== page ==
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Graft-versus-Host Disease (GvHD)

Graft-versus-Host Disease (GvHD)

Quick Review over Graft-versus-Host Disease (GvHD)


Graft-versus-Host Disease (GvHD) is a common complication because of a transplantation using donor; this complication occurs when the donor’s immune system (the graft) recognizes the patient’s organs and tissues (the host) as unfamiliar cells that should be destroyed. This complication is triggered by a type of white blood cell called T-cells, these type of cells’ role is to protect the body against infection and fight cancer.

About 20 to 50 percent of patients transplanted with donor cells develop GvHD after transplant, which is higher in: older patients, patients who were transplanted with cells from an unrelated donor, and Patients transplanted with peripheral blood stem cells, rather than bone marrow or cord blood.

Patients may develop GvHD within the first year after transplant, however it can also be developed months or years later. Most GvHD patients are associated with mild to moderate type of complication and resolve over time, however sometimes it can be more severe and also life-threatening.

Types of Graft-versus-Host Disease (GvHD):

Graft-versus-Host Disease (GvHD)


Graft-versus-Host Disease (GvHD) has two forms: acute GvHD and chronic GvHD, Patients may develop one, both or neither. Each one can affect organs and tissues differently. Although acute and chronic GvHD usually occur during different time periods after transplant, it is possible to have both at the same time.

Acute type

About 30 to 40 percent of patients who are transplanted with cells from a related donor develop acute GvHD, but this percentage can be higher up to 50 percent in patients who are transplanted with cells from an unrelated donor; this means that the risk of developing acute GvHD is higher in patients who were transplanted with an unrelated or mismatched donor.

Acute type can be developed within the first three months following transplant, although it can also be developed later.

Some factors that can increase the risk of developing acute GvHD is: total body irradiation before transplant, a female donor for a male patient, and the type of drugs used to prevent acute GvHD.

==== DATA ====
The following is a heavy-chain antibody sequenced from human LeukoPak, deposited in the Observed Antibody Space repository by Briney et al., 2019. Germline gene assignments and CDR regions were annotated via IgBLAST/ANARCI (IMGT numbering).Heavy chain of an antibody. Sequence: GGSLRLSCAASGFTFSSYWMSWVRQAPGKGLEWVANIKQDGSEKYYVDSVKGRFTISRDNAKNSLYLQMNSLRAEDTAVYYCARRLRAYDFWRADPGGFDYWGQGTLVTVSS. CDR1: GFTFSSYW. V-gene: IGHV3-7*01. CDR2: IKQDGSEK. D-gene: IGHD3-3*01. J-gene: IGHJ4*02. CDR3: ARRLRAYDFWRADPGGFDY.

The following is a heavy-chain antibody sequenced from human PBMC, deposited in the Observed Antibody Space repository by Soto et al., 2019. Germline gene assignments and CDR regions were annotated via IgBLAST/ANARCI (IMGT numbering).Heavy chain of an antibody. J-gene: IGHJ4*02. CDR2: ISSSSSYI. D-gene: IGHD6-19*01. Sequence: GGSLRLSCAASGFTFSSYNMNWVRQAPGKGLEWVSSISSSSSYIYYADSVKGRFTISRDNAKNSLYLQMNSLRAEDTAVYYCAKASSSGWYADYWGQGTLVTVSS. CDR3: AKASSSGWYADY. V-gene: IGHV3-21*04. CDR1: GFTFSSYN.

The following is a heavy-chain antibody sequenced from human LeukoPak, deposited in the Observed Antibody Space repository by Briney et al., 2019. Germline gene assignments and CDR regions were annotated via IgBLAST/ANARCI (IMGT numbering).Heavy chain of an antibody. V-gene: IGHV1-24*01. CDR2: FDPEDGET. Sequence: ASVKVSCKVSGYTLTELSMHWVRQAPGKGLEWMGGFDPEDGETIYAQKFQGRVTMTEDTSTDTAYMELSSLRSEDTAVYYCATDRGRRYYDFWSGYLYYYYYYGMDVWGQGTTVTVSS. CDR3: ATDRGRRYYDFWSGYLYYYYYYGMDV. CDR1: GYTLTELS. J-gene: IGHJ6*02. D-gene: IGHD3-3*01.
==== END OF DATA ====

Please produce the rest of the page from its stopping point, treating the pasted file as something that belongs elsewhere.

Preventing Acute GvHD

To reduce the risk of developing acute GvHD, patients are usually given some immunosuppressant medication at the day of transplant or two before transplant. Through this approach the immune system get suppressed, and make it more difficult for the donor’s cells to attack the organs and tissues.

Sometimes, the T-cells that are associated with GvHD got removed prior to transplant, this procedure is called T-cell depletion; although trough this approach the risk of developing GvHD is decreased, the risk of relapse or infection in some patients is increased.

Treatment for Acute GvHD

Most of the time the treatment choices is based on the immunosuppressant.

Chronic Graft-versus-Host Disease (cGVHD)

Chronic graft-versus-host disease (cGVHD) is a complication that can be developed in approximately 50 percent of patients who are transplanted with stem cells from a donor, it cannot be seen in patients who were transplanted with their own stem cells.

Chronic GvHD is different than acute type, it usually develops later and can affect more organs and tissues. In most cases of chronic GvHD, the symptoms are mild to moderate; however, 10-15 percent of patients develop symptoms that are more severe.

Some factors that can increase the risk of developing chronic GvHD is: previously affecting by acute GvHD, getting old, transplant with an unrelated or mismatched donor, transplant with stem cells collected from the bloodstream rather than bone marrow or cord blood, and a female donor for a male patient especially if the female donor had previously borne children.

How is Chronic GvHD Treated?

Choosing the treatment approach is based on which organs and tissues are affected, the severity of the symptoms, and the impact of chronic GvHD on daily life.

In patients who only one or two organs or tissues are affected, physicians may choose a localized therapy, like a topical ointment, to manage the disease.

But if, many different parts of the body are affected or associated symptoms are severe and cannot be managed by topical therapy, the physicians may determine the need for starting immunosuppressant therapy.

And in the next line if the disease doesn’t respond to these drugs, the physicians may prescribed the other type of drugs, like: ibrutinib, methotrexate, mycophenolate mofetil, sirolimus, extracorporeal photopheresis, and low-dose interleukin-2.

Chronic GvHD patients usually need to be treated for 3 to 5 years; and about 15 percent need to be treated for a longer period of time and, in rare cases, may need life-long immunosuppressive medications. Stopping the medication too early can lead to flare up the disease or makes it worsen.

Ibrutinib indication in chronic graft versus host disease:

The U.S. Food and Drug Administration has expanded the approval of ibrutinib for the treatment of adult patients with chronic graft versus host disease, after failure of one or more treatments. This is the first drug which has been FDA-approved for the treatment of cGvHD.

You can also read out more about the other indications of Ibrutinib in Parsian Pharmaceutical Co‘s recent articles: highlights

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